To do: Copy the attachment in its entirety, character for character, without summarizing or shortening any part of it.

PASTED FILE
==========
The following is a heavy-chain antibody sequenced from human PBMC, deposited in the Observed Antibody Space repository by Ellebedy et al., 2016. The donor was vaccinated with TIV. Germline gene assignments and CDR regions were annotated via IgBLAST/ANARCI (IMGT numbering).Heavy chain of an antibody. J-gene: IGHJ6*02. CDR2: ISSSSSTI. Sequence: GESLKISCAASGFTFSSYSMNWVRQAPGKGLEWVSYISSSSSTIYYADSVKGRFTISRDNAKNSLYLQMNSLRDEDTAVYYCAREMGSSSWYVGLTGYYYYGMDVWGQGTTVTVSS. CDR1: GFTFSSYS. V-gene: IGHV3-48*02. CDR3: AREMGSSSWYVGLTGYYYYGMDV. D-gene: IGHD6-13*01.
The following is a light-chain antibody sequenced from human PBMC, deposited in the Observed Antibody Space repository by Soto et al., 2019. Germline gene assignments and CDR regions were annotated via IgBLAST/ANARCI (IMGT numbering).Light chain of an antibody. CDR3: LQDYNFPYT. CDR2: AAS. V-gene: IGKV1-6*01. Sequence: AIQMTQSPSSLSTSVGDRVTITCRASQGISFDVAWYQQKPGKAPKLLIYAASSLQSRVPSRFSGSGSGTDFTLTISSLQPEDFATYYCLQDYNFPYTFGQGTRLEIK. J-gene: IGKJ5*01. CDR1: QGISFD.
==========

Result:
The following is a heavy-chain antibody sequenced from human PBMC, deposited in the Observed Antibody Space repository by Ellebedy et al., 2016. The donor was vaccinated with TIV. Germline gene assignments and CDR regions were annotated via IgBLAST/ANARCI (IMGT numbering).Heavy chain of an antibody. J-gene: IGHJ6*02. CDR2: ISSSSSTI. Sequence: GESLKISCAASGFTFSSYSMNWVRQAPGKGLEWVSYISSSSSTIYYADSVKGRFTISRDNAKNSLYLQMNSLRDEDTAVYYCAREMGSSSWYVGLTGYYYYGMDVWGQGTTVTVSS. CDR1: GFTFSSYS. V-gene: IGHV3-48*02. CDR3: AREMGSSSWYVGLTGYYYYGMDV. D-gene: IGHD6-13*01.
The following is a light-chain antibody sequenced from human PBMC, deposited in the Observed Antibody Space repository by Soto et al., 2019. Germline gene assignments and CDR regions were annotated via IgBLAST/ANARCI (IMGT numbering).Light chain of an antibody. CDR3: LQDYNFPYT. CDR2: AAS. V-gene: IGKV1-6*01. Sequence: AIQMTQSPSSLSTSVGDRVTITCRASQGISFDVAWYQQKPGKAPKLLIYAASSLQSRVPSRFSGSGSGTDFTLTISSLQPEDFATYYCLQDYNFPYTFGQGTRLEIK. J-gene: IGKJ5*01. CDR1: QGISFD.